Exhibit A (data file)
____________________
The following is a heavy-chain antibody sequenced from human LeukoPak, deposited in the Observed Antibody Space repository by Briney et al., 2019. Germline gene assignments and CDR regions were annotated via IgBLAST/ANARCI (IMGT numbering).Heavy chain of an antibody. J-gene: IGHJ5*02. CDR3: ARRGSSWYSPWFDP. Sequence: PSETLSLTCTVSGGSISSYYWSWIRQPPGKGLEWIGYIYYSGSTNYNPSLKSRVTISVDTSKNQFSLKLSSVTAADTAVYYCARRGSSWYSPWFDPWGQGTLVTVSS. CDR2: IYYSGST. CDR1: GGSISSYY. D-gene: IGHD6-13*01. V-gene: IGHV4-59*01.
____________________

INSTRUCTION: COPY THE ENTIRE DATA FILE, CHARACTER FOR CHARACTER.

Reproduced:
The following is a heavy-chain antibody sequenced from human LeukoPak, deposited in the Observed Antibody Space repository by Briney et al., 2019. Germline gene assignments and CDR regions were annotated via IgBLAST/ANARCI (IMGT numbering).Heavy chain of an antibody. J-gene: IGHJ5*02. CDR3: ARRGSSWYSPWFDP. Sequence: PSETLSLTCTVSGGSISSYYWSWIRQPPGKGLEWIGYIYYSGSTNYNPSLKSRVTISVDTSKNQFSLKLSSVTAADTAVYYCARRGSSWYSPWFDPWGQGTLVTVSS. CDR2: IYYSGST. CDR1: GGSISSYY. D-gene: IGHD6-13*01. V-gene: IGHV4-59*01.